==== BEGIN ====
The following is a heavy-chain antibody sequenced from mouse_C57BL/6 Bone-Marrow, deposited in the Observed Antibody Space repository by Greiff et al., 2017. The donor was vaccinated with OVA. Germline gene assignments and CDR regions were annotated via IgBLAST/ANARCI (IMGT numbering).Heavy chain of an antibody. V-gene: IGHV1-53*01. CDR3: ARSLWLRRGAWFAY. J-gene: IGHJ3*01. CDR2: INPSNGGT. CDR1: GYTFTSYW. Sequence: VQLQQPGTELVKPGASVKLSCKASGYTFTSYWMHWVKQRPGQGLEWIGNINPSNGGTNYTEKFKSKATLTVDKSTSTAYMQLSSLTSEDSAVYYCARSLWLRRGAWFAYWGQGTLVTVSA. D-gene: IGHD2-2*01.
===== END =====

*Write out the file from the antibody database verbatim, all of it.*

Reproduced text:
The following is a heavy-chain antibody sequenced from mouse_C57BL/6 Bone-Marrow, deposited in the Observed Antibody Space repository by Greiff et al., 2017. The donor was vaccinated with OVA. Germline gene assignments and CDR regions were annotated via IgBLAST/ANARCI (IMGT numbering).Heavy chain of an antibody. V-gene: IGHV1-53*01. CDR3: ARSLWLRRGAWFAY. J-gene: IGHJ3*01. CDR2: INPSNGGT. CDR1: GYTFTSYW. Sequence: VQLQQPGTELVKPGASVKLSCKASGYTFTSYWMHWVKQRPGQGLEWIGNINPSNGGTNYTEKFKSKATLTVDKSTSTAYMQLSSLTSEDSAVYYCARSLWLRRGAWFAYWGQGTLVTVSA. D-gene: IGHD2-2*01.